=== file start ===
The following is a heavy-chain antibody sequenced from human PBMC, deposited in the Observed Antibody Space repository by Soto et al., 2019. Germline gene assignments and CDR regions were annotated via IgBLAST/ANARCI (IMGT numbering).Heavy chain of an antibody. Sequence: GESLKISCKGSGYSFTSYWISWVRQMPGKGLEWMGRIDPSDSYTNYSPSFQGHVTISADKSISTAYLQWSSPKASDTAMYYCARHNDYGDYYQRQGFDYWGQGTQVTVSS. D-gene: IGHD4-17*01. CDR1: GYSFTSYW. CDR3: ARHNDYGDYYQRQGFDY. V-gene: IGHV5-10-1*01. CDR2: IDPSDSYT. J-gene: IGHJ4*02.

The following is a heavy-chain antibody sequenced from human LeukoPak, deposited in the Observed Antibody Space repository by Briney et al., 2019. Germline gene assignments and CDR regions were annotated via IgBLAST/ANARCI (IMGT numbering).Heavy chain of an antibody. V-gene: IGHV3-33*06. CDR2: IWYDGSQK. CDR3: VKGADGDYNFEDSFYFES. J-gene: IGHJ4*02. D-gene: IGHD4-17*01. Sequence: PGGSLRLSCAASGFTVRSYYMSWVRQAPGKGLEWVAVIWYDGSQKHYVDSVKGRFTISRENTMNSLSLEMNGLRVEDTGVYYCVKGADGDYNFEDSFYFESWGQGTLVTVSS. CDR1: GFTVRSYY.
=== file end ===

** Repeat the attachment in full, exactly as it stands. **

The following is a heavy-chain antibody sequenced from human PBMC, deposited in the Observed Antibody Space repository by Soto et al., 2019. Germline gene assignments and CDR regions were annotated via IgBLAST/ANARCI (IMGT numbering).Heavy chain of an antibody. Sequence: GESLKISCKGSGYSFTSYWISWVRQMPGKGLEWMGRIDPSDSYTNYSPSFQGHVTISADKSISTAYLQWSSPKASDTAMYYCARHNDYGDYYQRQGFDYWGQGTQVTVSS. D-gene: IGHD4-17*01. CDR1: GYSFTSYW. CDR3: ARHNDYGDYYQRQGFDY. V-gene: IGHV5-10-1*01. CDR2: IDPSDSYT. J-gene: IGHJ4*02.

The following is a heavy-chain antibody sequenced from human LeukoPak, deposited in the Observed Antibody Space repository by Briney et al., 2019. Germline gene assignments and CDR regions were annotated via IgBLAST/ANARCI (IMGT numbering).Heavy chain of an antibody. V-gene: IGHV3-33*06. CDR2: IWYDGSQK. CDR3: VKGADGDYNFEDSFYFES. J-gene: IGHJ4*02. D-gene: IGHD4-17*01. Sequence: PGGSLRLSCAASGFTVRSYYMSWVRQAPGKGLEWVAVIWYDGSQKHYVDSVKGRFTISRENTMNSLSLEMNGLRVEDTGVYYCVKGADGDYNFEDSFYFESWGQGTLVTVSS. CDR1: GFTVRSYY.